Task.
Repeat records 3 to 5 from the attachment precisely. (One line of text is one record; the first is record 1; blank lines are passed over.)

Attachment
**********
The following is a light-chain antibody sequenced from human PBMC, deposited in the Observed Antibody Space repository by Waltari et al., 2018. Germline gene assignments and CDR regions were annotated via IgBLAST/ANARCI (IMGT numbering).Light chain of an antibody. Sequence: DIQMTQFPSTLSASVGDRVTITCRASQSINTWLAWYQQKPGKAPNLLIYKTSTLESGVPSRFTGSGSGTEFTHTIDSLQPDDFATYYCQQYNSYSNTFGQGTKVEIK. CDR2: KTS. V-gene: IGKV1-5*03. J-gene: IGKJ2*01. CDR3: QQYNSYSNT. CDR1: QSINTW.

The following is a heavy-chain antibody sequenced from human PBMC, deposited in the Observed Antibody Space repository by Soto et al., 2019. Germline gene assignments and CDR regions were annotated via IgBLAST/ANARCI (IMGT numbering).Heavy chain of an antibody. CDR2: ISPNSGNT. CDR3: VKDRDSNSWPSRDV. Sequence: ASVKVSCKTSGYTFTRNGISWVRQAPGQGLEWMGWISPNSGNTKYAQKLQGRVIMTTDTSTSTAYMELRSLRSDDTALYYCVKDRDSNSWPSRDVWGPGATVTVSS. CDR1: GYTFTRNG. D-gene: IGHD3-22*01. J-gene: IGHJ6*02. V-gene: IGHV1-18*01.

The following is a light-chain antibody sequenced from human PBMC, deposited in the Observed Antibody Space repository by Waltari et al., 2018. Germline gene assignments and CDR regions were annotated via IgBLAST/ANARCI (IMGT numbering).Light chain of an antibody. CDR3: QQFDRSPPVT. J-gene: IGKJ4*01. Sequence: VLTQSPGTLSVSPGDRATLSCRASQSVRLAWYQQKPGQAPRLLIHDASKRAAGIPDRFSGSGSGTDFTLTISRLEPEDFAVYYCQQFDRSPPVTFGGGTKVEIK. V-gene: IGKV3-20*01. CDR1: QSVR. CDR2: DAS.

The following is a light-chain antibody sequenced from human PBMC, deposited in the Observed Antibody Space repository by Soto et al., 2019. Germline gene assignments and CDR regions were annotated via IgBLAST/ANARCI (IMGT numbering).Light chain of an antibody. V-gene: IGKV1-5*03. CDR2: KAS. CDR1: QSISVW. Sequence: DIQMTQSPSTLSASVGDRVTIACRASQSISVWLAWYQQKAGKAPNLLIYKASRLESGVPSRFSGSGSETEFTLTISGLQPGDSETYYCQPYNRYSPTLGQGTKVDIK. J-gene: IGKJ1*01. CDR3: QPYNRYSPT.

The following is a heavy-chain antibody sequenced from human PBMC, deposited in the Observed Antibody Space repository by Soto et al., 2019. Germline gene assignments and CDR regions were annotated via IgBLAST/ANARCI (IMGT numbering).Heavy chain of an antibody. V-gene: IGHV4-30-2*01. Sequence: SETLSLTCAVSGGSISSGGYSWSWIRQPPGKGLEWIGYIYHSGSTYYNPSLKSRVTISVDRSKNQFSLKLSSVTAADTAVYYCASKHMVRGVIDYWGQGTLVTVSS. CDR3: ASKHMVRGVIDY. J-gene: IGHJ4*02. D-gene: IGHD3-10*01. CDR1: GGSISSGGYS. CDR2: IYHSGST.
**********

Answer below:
The following is a light-chain antibody sequenced from human PBMC, deposited in the Observed Antibody Space repository by Waltari et al., 2018. Germline gene assignments and CDR regions were annotated via IgBLAST/ANARCI (IMGT numbering).Light chain of an antibody. CDR3: QQFDRSPPVT. J-gene: IGKJ4*01. Sequence: VLTQSPGTLSVSPGDRATLSCRASQSVRLAWYQQKPGQAPRLLIHDASKRAAGIPDRFSGSGSGTDFTLTISRLEPEDFAVYYCQQFDRSPPVTFGGGTKVEIK. V-gene: IGKV3-20*01. CDR1: QSVR. CDR2: DAS.

The following is a light-chain antibody sequenced from human PBMC, deposited in the Observed Antibody Space repository by Soto et al., 2019. Germline gene assignments and CDR regions were annotated via IgBLAST/ANARCI (IMGT numbering).Light chain of an antibody. V-gene: IGKV1-5*03. CDR2: KAS. CDR1: QSISVW. Sequence: DIQMTQSPSTLSASVGDRVTIACRASQSISVWLAWYQQKAGKAPNLLIYKASRLESGVPSRFSGSGSETEFTLTISGLQPGDSETYYCQPYNRYSPTLGQGTKVDIK. J-gene: IGKJ1*01. CDR3: QPYNRYSPT.

The following is a heavy-chain antibody sequenced from human PBMC, deposited in the Observed Antibody Space repository by Soto et al., 2019. Germline gene assignments and CDR regions were annotated via IgBLAST/ANARCI (IMGT numbering).Heavy chain of an antibody. V-gene: IGHV4-30-2*01. Sequence: SETLSLTCAVSGGSISSGGYSWSWIRQPPGKGLEWIGYIYHSGSTYYNPSLKSRVTISVDRSKNQFSLKLSSVTAADTAVYYCASKHMVRGVIDYWGQGTLVTVSS. CDR3: ASKHMVRGVIDY. J-gene: IGHJ4*02. D-gene: IGHD3-10*01. CDR1: GGSISSGGYS. CDR2: IYHSGST.